A disturbing incident has been making the rounds on social media, though it has not been portrayed as a major issue in mainstream media, is that of a Motorway Police officer being thrashed by a young man in civil dress who belonged to the Pakistan Army. The Khyber-Pakhtunkhwa police registered an FIR against these Pakistan Army officials who allegedly became hostile and beat four officials of the National Highway and Motorway Police (NHMP) on the Grand Trunk Road, over being issued a ticket for reckless driving.

Though the ISPR has called it a “scuffle” that is being investigated, reports claim that one of the drivers, later identified as an army officer, also pointed his pistol at motorway officers. Additionally, one of the drivers made a telephone call and more army personnel reached proceeding to assault the officers with batons. Even if the reports of the assault were exaggerated, or misreported, by all accounts it seems that the Motorway Police was just doing its job. There is no excuse for violence against state officials, and that is a lesson that has to be learnt by all citizens, not just civilians.

Its is hard to argue that the mob that ended up thrashing the motorway police is not representative of the Pakistan Army, when their whole logic of order is based on unity, disciplined, respect for rules and pride in service. Unless a soldier stops being a soldier when he is in plain clothes, there is no vindication for these men and the institution must take swift action, as well as be open to court proceedings against the officers.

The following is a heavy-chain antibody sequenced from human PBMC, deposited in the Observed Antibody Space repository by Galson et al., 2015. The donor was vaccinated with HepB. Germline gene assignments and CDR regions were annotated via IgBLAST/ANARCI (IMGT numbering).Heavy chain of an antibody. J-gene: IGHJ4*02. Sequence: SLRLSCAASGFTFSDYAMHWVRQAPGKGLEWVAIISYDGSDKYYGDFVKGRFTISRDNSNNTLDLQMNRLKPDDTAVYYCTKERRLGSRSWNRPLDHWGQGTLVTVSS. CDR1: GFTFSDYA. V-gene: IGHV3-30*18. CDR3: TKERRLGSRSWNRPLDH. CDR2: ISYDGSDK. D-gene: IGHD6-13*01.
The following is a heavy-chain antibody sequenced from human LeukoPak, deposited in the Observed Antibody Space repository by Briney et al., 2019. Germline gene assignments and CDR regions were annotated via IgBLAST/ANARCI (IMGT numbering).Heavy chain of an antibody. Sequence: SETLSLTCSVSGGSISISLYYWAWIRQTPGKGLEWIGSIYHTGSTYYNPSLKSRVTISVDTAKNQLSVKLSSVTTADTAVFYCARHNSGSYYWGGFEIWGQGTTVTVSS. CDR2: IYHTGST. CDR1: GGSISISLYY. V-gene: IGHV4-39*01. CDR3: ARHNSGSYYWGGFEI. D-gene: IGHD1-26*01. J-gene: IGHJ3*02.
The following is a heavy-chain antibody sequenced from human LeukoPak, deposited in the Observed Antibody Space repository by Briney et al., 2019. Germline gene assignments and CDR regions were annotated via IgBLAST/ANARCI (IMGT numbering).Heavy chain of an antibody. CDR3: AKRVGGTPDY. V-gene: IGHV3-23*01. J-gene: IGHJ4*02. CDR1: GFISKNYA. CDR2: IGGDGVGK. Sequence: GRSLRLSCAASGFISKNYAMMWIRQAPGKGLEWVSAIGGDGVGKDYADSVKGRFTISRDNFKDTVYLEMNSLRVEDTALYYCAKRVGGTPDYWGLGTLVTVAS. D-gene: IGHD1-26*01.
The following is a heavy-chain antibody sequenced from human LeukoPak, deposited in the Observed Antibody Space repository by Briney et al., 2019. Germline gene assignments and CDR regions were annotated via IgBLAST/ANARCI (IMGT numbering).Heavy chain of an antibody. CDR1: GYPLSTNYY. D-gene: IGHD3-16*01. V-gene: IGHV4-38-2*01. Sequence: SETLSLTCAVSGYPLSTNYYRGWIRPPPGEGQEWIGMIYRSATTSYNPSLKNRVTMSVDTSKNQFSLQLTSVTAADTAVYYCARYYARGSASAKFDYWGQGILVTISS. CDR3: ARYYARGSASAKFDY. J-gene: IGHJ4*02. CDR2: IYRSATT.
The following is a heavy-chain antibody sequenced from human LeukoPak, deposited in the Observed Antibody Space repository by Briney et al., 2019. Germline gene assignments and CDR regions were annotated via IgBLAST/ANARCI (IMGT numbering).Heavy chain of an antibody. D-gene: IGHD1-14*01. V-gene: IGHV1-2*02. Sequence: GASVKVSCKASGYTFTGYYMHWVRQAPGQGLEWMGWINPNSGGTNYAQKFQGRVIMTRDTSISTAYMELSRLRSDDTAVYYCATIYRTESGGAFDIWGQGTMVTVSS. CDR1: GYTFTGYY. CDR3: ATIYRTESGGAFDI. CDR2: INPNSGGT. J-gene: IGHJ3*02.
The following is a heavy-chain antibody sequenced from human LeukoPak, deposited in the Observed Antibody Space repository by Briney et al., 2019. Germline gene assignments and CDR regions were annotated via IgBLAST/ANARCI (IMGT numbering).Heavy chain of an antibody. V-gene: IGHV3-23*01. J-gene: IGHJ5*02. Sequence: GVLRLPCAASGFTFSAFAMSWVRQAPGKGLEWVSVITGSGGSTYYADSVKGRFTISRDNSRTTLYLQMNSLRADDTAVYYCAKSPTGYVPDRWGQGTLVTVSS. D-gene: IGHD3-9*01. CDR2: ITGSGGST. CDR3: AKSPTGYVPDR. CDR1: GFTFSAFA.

This superiority complex, that makes men think they are better than officials that may reprimand them, is a class issue. This sentiment permeates the military ranks, just as it does other professions, institutions and social classes. However, the Pakistan Army is a national role model, and its personnel will always we be held to a higher standard in the eyes of the public. This is the reason why many watching and sharing the news on social media were so shocked and dismayed.

This reality check is important for the military to be pressured into eliminating all the ills compromising its integrity. Allegedly there is corruption in its ranks, though no one likes to talk about it or point it out, considering, that even then, it is the most orderly and well functioning national institution. Yet, in the eyes of the law, good behaviour in one area does not cancel out the bad in another, and this is what the army has yet to learn. Their are mortals, just like the rest of us, and anyone accused of a crime must have their day in court.